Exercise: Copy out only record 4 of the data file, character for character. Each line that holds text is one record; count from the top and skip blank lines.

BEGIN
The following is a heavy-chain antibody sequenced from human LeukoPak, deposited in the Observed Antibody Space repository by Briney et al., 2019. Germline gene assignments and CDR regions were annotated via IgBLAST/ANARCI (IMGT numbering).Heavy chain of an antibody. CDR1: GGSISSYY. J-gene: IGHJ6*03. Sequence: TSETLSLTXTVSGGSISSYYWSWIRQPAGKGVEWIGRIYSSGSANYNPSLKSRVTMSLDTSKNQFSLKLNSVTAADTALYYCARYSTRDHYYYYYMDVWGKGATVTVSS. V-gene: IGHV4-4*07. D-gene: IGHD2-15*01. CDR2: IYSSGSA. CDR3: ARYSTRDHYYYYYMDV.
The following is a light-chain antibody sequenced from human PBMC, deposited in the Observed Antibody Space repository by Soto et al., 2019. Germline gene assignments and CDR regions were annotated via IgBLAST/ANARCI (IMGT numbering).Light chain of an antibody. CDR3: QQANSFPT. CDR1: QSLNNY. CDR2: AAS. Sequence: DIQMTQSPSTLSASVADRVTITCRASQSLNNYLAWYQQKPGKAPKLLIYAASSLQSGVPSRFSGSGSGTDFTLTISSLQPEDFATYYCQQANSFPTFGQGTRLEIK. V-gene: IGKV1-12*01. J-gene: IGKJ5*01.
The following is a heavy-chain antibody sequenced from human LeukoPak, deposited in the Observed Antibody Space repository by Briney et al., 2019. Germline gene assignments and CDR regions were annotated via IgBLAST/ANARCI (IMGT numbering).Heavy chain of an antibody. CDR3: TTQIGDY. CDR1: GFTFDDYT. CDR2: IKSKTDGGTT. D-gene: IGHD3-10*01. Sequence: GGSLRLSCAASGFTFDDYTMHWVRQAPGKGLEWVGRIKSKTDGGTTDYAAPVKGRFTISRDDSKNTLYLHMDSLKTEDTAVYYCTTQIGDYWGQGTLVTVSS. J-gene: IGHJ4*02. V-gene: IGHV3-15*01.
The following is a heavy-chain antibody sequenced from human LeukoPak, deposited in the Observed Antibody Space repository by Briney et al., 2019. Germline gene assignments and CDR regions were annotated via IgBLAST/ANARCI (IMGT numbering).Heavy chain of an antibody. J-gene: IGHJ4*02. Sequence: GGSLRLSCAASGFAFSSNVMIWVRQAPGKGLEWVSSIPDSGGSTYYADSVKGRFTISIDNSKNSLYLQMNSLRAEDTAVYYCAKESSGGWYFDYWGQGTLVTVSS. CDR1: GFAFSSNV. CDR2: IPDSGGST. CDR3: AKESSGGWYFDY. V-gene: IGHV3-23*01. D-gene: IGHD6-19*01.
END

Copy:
The following is a heavy-chain antibody sequenced from human LeukoPak, deposited in the Observed Antibody Space repository by Briney et al., 2019. Germline gene assignments and CDR regions were annotated via IgBLAST/ANARCI (IMGT numbering).Heavy chain of an antibody. J-gene: IGHJ4*02. Sequence: GGSLRLSCAASGFAFSSNVMIWVRQAPGKGLEWVSSIPDSGGSTYYADSVKGRFTISIDNSKNSLYLQMNSLRAEDTAVYYCAKESSGGWYFDYWGQGTLVTVSS. CDR1: GFAFSSNV. CDR2: IPDSGGST. CDR3: AKESSGGWYFDY. V-gene: IGHV3-23*01. D-gene: IGHD6-19*01.